A further benefit of reaching out to groups who tend to be more mixed in gender and background than the Linux community is that it brings that diversity into the Ubuntu community. It will be interesting to watch these efforts develop.

          But back to UDS. It’s been a great week.

        • Ubuntu Developer Summit Natty, Tuesday and Wednesday
        • Cutting through the noise about Unity

          Tonight I will concentrate on answering your questions about Unity on Ask Ubuntu. Questions will be answered based on the number of votes they receive and ones that I can answer.

          Unity developers will be advising me best on how to answer your questions and we can continue to develop the answers based on feedback. If you’ve already asked then we’ll keep working on our answers to be better.

        • Is Canonical Off its Rocker with its Unity Decision?

          Ask many Linux users about the concept of “fragmentation,” and they’ll pooh-pooh the very concept. They’ll argue that the beauty of open source is the rich array of software flavors that open platform components give rise to. Canonical is a business, though, and at a certain point it has to evaluate whether a “rich array” of desktop interface flavors is necessarily in Ubuntu’s best interests. Yes, Unity is new, and will have to go through bug testing and other challenges, but it is also a standardized desktop that Canonical can command control of.

        • Using Unity – Day 2

          One thing that I have noticed with Unity so far, is that heavy usage seems to have a greater impact on the performance of Unity than with Gnome or KDE.

        • Using Unity – Day 3

          RAM wise Unity is awesome, but the spikes in CPU usage tends to kill the interface, and often you need to wait for ten or more seconds between clicking a launcher and actual response. But there is hope…

        • Using Unity – Day 4 Custom Unity Launcher Colors and Patterns

          This day is starting early. We are going to a family get together in a few hours (why is the end of the year always to crazy!?) and I want to get something readable for you guys who are following this series before I am Internetless for a few hours.

          I have something interesting for you folks – a custom unity launcher…

          SUCCESS!!!

        • It’s my Linux. I will distribute it how I want to.

          So what if Ubuntu does not have the user interface you want. You don’t have to use it. You can change it. You can do anything you want with it. You can even release your own distribution based on Ubuntu with your changes. Waaaiiit a minute….hasn’t that already happened? Something Minty I believe?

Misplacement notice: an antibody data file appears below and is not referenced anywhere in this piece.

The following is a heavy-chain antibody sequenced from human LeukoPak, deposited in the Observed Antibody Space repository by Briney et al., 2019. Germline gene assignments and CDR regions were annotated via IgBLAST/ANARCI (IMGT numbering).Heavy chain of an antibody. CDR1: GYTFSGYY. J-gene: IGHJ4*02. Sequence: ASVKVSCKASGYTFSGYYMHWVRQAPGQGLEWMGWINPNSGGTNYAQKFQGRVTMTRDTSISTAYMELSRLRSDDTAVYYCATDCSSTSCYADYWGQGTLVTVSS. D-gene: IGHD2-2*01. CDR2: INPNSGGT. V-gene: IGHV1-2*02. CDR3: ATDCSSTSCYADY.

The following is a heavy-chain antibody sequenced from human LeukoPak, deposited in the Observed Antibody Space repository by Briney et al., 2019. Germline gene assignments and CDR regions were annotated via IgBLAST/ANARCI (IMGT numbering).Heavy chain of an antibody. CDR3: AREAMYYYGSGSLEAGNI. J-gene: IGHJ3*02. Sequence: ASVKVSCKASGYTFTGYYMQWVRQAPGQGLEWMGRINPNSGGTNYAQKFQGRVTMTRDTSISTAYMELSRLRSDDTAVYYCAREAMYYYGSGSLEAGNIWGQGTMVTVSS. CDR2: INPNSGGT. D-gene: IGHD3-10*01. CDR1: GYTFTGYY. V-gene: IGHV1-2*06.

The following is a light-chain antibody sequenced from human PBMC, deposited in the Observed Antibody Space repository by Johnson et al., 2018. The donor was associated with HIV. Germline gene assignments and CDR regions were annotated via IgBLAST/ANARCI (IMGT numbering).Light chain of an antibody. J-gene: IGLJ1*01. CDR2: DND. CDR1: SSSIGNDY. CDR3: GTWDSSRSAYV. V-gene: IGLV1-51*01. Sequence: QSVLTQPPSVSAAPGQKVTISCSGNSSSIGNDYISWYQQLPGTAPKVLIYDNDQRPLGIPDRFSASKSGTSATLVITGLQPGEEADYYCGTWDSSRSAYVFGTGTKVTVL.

If this Unity is more popular than Gnome then it will succeed. If not, well then back to the Gnome board. If the Ubuntu distributions users like what Canonical will do then Ubuntu will be more popular than ever before. If not then some other distribution will.

        • Ubuntu Unity Widgets Concept
        • Ubuntu’s “risky step” of standardizing on Unity instead of GNOME

          But while the decision may be in keeping with the times, it’s still every bit the ‘risky step’ that Mark Shuttleworth described it as when he made the announcement earlier this week.

        • Unity Clouding Up The Desktop

          It is an interesting viewpoint from Mr. Des Ligneris. I don’t see the Unity plans as a blessing though. There is no point in turning a full fledged desktop machine into a “Mobile Internet Device”. Their use cases do not overlap. While a desktop is certainly capable of performing MID tasks, it is not the intended operating area of a desktop machine.

        • Compiz based Unity will be available to test ‘ASAP’

          Ubuntu’s Jorge Castro has confirmed that Maverick users will be able to test the newly announced Compiz port of Unity via a PPA ‘as soon as possible’.

        • Do Artists Use Ubuntu?

          To celebrate the 500th member of the Ubuntu DeviantArt group. I’ve put together some stats for Operating System Use based on self stated use on profile pages:

          Windows 7/Vista/XP – 410,000 (76.9%)
          Mac – 87,700 (16.3%)
          Ubuntu – 20,300 (3.7%)
          Linux – 16,000 (3%)
          Total: 533,300

        • Opinion: Who’s afraid of the Maverick Meerkat?

          You may have heard this before, but the latest release of Ubuntu – Maverick Meerkat – shows that Linux is ready for the prime time. The reason? The unifying nature of the web.